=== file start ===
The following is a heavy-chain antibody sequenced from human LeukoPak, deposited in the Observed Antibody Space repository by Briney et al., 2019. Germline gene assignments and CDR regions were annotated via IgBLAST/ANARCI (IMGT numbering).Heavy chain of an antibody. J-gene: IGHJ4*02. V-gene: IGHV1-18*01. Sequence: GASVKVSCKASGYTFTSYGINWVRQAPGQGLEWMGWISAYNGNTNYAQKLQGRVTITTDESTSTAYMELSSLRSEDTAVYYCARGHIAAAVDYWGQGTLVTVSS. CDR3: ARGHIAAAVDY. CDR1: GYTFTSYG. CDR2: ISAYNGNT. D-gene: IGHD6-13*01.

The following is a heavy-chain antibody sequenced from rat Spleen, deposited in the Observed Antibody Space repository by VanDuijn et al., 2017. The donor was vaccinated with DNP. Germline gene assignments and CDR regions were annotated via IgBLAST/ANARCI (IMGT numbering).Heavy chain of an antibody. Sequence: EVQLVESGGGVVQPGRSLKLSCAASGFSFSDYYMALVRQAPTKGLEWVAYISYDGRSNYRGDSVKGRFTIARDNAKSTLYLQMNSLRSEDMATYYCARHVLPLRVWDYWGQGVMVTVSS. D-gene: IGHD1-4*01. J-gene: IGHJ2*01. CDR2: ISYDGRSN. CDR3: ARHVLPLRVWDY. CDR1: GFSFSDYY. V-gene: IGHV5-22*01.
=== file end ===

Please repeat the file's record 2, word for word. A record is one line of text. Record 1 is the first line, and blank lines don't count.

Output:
The following is a heavy-chain antibody sequenced from rat Spleen, deposited in the Observed Antibody Space repository by VanDuijn et al., 2017. The donor was vaccinated with DNP. Germline gene assignments and CDR regions were annotated via IgBLAST/ANARCI (IMGT numbering).Heavy chain of an antibody. Sequence: EVQLVESGGGVVQPGRSLKLSCAASGFSFSDYYMALVRQAPTKGLEWVAYISYDGRSNYRGDSVKGRFTIARDNAKSTLYLQMNSLRSEDMATYYCARHVLPLRVWDYWGQGVMVTVSS. D-gene: IGHD1-4*01. J-gene: IGHJ2*01. CDR2: ISYDGRSN. CDR3: ARHVLPLRVWDY. CDR1: GFSFSDYY. V-gene: IGHV5-22*01.